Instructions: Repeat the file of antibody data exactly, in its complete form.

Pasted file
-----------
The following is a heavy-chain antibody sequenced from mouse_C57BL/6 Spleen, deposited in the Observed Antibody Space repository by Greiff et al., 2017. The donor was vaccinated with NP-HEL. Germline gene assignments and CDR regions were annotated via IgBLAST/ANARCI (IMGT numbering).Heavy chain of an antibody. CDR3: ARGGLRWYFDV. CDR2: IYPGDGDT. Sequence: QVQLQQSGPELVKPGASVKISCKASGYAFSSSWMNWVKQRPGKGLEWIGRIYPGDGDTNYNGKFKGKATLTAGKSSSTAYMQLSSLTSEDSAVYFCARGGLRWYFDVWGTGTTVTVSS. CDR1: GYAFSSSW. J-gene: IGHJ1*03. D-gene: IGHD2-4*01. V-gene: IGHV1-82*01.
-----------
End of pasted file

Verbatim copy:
The following is a heavy-chain antibody sequenced from mouse_C57BL/6 Spleen, deposited in the Observed Antibody Space repository by Greiff et al., 2017. The donor was vaccinated with NP-HEL. Germline gene assignments and CDR regions were annotated via IgBLAST/ANARCI (IMGT numbering).Heavy chain of an antibody. CDR3: ARGGLRWYFDV. CDR2: IYPGDGDT. Sequence: QVQLQQSGPELVKPGASVKISCKASGYAFSSSWMNWVKQRPGKGLEWIGRIYPGDGDTNYNGKFKGKATLTAGKSSSTAYMQLSSLTSEDSAVYFCARGGLRWYFDVWGTGTTVTVSS. CDR1: GYAFSSSW. J-gene: IGHJ1*03. D-gene: IGHD2-4*01. V-gene: IGHV1-82*01.